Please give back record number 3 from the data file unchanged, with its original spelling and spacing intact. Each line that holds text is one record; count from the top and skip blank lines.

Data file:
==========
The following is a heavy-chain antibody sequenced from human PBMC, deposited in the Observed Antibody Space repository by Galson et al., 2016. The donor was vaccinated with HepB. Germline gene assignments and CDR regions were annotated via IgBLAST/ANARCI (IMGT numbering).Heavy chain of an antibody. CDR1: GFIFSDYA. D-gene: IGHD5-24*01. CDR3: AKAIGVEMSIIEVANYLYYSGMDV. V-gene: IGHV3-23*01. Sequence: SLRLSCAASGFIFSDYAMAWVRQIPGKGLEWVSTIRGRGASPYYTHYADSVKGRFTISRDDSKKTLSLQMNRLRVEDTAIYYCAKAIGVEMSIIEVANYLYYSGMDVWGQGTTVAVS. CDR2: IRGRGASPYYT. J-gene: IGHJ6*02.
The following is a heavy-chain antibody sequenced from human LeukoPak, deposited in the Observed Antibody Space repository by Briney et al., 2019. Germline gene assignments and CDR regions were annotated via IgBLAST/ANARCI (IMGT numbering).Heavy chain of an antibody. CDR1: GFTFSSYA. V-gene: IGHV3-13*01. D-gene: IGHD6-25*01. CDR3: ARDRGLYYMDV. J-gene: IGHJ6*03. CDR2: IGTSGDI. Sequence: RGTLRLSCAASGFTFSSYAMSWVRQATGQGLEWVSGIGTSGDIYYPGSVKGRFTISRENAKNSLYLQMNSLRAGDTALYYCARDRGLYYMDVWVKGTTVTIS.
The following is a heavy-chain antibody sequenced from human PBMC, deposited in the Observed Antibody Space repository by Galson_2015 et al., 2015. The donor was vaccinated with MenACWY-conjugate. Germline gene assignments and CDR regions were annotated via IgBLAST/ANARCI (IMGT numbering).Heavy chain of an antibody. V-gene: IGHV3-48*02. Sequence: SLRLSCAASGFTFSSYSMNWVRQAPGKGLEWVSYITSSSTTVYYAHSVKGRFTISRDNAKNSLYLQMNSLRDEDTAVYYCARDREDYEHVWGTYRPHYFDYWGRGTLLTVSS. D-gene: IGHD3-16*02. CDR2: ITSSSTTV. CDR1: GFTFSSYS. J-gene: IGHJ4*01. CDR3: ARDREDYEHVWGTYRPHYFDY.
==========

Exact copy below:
The following is a heavy-chain antibody sequenced from human PBMC, deposited in the Observed Antibody Space repository by Galson_2015 et al., 2015. The donor was vaccinated with MenACWY-conjugate. Germline gene assignments and CDR regions were annotated via IgBLAST/ANARCI (IMGT numbering).Heavy chain of an antibody. V-gene: IGHV3-48*02. Sequence: SLRLSCAASGFTFSSYSMNWVRQAPGKGLEWVSYITSSSTTVYYAHSVKGRFTISRDNAKNSLYLQMNSLRDEDTAVYYCARDREDYEHVWGTYRPHYFDYWGRGTLLTVSS. D-gene: IGHD3-16*02. CDR2: ITSSSTTV. CDR1: GFTFSSYS. J-gene: IGHJ4*01. CDR3: ARDREDYEHVWGTYRPHYFDY.